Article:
In this post I’ll describe how to make custom cut name cards for contact details. The Wife and I just moved from Singapore to the US where we are meeting lots of interesting people, so unusually for this blog the project served a practical purpose.
For the Wife’s last birthday I got her a Cameo Silhouette II to make crafty things with. It’s a machine that attaches to your computer and then can cut paper, fabric and card with eerie precision and intricacy. It sits perfectly at the intersection between Geekery and Craft in the great territory of Making Stuff, so we were both very interested it. We experimented with it a bit before Christmas and after a few failed attempts managed to get a very pretty decorative “Merry Christmas” plaque. However, the card we used sells by the sheet and was very expensive, so I have been on the lookout for some good quality card that the Cameo will play nicely with and which comes in a cheap pack.
To use the Cameo you first stick the card to a reusable plastic sticky cutting mat. You load the mat into the machine. It then feeds the mat in and out to get the y movement, while moving a blade across the width of the mat to get the x movement. If the card is too thin then fine details either get torn up by the blade or will tear when you peel it off the sticky mat. If it’s too thick then you might not cut through it at all or might even break the Cameo’s blade (fortunately I haven’t done this yet). Also, not all cards of the same thickness are equivalent. I found some photo mounting card that seemed to be the ideal thickness, but it was made up of two surface layers with a weak binding material between them. It came apart into two layers when peeled off the mat and made a mess.
After some experimentation I found Astrobrights premium cardstock 80lb (216g/m²). I bought it in Staples for about $11 for a huge pack. With this card the following settings produced good results for me:
- Cut Edge
- Blade number 5
- Speed 3cm/s
- Thickness 33 mysterious unnamed units
- Double cut (not essential but makes it much easier to remove cut out pieces)
Discovering card and settings that worked completed my husbandly duty, but I couldn’t resist borrowing the Cameo a bit longer to try cutting some name cards. The Cameo comes with a decent software package for drawing designs and driving the cutter. However, since I am used to using Inkscape for 2D stuff I scoured the web for ways of drawing in Inkscape and then importing to Silhouette Studio to do the cutting. Silhouette Studio can import svgs if you buy the premium edition, but you can do the import as a dxf instead and save some cash.
The process is…
- In Inkscape create a new document sized in pixels. Set the base unit in document properties to pixels too. From now on pretend that pixels are mm and forget about the physical dimensions. I had lots of problems getting the size right during the import and this was the only way I found that worked
- Create a rounded rectangle. If you want to make a standard business card size you should make it 89px by 51 px (which will end up being 89mm x 51mm or 3.5″ x 2″)
- Type out the text in your chosen font over the top of the rectangle. You will need a stencil font or you will lose pieces like the central portion of an “o”, “a”, “e” and it will look strange. Also fonts with lots of straight edges seem to cut faster. There is a good selection of stencil fonts here. For OS X you just need to double click on the downloaded font to install it (need to restart Inkscape). I used the Scriber font which The Northern Block has kindly made available free. Because of the small size of the rectangle you will need a tiny size for the font (around 10 for the name)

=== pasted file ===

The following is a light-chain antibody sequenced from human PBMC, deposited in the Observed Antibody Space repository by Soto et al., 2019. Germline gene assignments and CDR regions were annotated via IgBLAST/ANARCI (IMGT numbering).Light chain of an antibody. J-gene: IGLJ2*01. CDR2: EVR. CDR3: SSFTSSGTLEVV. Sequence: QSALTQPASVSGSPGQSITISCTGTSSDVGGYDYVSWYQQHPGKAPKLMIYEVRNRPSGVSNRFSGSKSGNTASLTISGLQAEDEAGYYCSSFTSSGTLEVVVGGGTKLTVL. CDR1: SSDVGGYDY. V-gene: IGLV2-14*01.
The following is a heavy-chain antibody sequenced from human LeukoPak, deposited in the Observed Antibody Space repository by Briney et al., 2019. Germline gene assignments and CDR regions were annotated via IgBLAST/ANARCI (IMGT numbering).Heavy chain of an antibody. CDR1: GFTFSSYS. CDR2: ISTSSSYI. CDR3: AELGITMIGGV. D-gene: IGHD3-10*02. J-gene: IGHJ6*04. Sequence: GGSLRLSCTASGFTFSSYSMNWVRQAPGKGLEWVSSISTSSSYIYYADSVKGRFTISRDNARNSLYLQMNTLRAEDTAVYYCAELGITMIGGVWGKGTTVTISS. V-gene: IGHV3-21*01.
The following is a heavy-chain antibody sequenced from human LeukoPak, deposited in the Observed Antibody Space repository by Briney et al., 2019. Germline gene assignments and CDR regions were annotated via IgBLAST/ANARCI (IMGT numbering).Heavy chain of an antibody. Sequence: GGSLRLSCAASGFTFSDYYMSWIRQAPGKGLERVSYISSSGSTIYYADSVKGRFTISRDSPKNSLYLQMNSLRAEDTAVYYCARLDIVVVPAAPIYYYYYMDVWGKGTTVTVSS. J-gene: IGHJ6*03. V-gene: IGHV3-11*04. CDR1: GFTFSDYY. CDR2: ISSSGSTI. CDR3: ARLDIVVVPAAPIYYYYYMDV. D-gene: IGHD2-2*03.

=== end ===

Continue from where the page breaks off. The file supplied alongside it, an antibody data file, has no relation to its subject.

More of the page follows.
- Once have font size and position right save a copy of your file as an .svg because the next step can’t be undone and if you want to edit your text later you’ll need to come back to this point
- Convert the font and the rectangle to a path (Path->Object to path)
- Ungroup the font, you should see that it has been turned into lots of paths (you now cannot edit the text). These paths are just layered on top of the rectangle path. Now that I am writing this up it occurs to me that you could probably already go ahead and export to dxf at this point if you are just going to use the Cameo, however because I’m used to using Inkscape for preparing paths for extrusion in OpenSCAD I preferred to combine everything into one closed path that has a clearly defined inside and outside
- Combine the font paths (Path->Combine)
- Select both the rectangle and the font and perform a difference operation (Path->Difference).
- Save a copy as dxf. In the dialogue box that comes up select pixels as the base unit
- Set all of your dimensions in Silhouette studio to mm
- Open the .dxf file in studio, it should turn out the right size
- Arrange copies of the name card. You can get 12 name cards on one 8.5″ x 11″ piece of card if you turn them on their side and make 4 columns
- Set up the cut settings as described at the start of the post. If you are using double cut then it should peel off the mat 90% complete – you’ll just need to pull off a few straggler pieces of card that are caught inside some of the characters. My initial idea was to paste the cut out on to a backing so that the text was very clear, but once I saw the card I decided it was cooler to be able to see through it
- Scrape the mat clean with a credit card, remind yourself that the Cameo is a present that you bought for the Wife and not your toy, put it away with great care and attention
- Start handing out name cards!
Here are some pictures of the finished result. I have retouched out my phone number, hopefully the email address is too much of a challenge for spambots.
PS I almost lost this 1000 word blog post because wordpress gave me a 404 when I tried to preview it. I recovered my form submission using a great technique described here